Observe that the previous expression brings to light the statement we did about that by giving a determined velocity to a body (to increase its linear momentum) we can act in two ways: by acting over the force or acting over the time on which it acts. So, in the space shuttles the ship get the desired speed due to the continuous effect of the force the motor drive provides.

They are closely related though, you should not confuse the linear momentum with the impulse. Impulse can be related to the variation of the first one, but they are magnitudes conceptually different.

It is normal to get confused. Bear in mind that their ecuations and dimensions are the same...


... and the units of measure in the S.I. are equivalent...


Variable force

In the definition we have made of the linear impulse we assumed the force remains constant during the time interval ∆t acting. This is not like that in general, the force is variable though. We can, then, find the impulse acting  on the time interval infinitly small (diferential). That impulse would be a diferential impulse, and the force it would act on that time interval it would be constant, indeed. So:


So the impulse transferred during a finite time interval is obtained adding the finite diferential impulses by integrating:


Regarding the impulse theorem, we can get to the same statement already introduced for constant forces, considering this time as variable forces. In order to check it we must consider the differential version of the Newton´s second Law, that is F=dpdt. So:



Impulse Charts

Probably you know now that the defined integral between two values of a function coincides numerically in value with the area set under that function. So, if we represent in the horizontal axis the time, and, the force in the vertical axis, either constant or variable, the area of the curve between  ti and tf coincides with the value of the impulse:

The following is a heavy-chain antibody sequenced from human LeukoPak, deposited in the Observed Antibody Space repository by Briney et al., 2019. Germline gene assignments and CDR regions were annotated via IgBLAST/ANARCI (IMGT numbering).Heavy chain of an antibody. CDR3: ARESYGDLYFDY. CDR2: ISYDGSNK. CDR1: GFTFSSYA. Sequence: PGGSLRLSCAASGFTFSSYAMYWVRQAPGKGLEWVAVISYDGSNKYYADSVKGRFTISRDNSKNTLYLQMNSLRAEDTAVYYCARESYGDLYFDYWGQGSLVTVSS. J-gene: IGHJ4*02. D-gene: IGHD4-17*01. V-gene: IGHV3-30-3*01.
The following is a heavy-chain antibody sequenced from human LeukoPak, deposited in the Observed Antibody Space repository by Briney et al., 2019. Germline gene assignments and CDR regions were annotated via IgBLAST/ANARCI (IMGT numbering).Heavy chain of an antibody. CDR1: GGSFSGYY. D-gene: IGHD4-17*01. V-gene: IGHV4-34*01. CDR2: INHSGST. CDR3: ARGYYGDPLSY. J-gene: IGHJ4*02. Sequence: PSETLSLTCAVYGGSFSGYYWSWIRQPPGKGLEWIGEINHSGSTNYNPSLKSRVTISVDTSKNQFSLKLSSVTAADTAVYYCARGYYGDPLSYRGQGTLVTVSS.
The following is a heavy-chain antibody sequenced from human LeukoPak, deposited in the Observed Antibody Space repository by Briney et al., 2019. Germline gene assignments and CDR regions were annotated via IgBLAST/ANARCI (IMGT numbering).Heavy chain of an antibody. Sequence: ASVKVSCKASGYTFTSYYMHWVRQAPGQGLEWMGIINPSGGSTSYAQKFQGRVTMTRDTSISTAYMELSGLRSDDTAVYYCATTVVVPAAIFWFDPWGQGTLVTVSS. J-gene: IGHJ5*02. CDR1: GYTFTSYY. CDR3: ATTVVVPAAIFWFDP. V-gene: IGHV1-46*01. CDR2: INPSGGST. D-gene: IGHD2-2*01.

Cálculus of impulse as area under the force graph

Impulse calculus

In the chart it is represented how the force acting on a body varies in time. The area locked under the curve between the instants ti and tf, in red, coincides numerically with the value of the impulse of that force in the interval tf - ti,  thus it coincides with the value of the variation of the linear momentum the body on which that interval will be applied is going to experience.

From this idea, watch that it is always possible to find an average constant force whose value of impulse in that time interval coincides with the one of the variable force.

Cálculus of impulse as area under the average force graph

Average constant force.

Due the area in blue and the area in green are equal, the area locked under the average force curve that represents the real and variable force coincides with the area under the average force, represented in black. As it is a rectangle area, the calsulation of that is reduced to a simple multiplication, opposite the use of integrals the first one would require.

Thus, most of the times on this level, when we talk about impulse force we are referring to that same assumed average constant force.

Now... ¡Test yourself!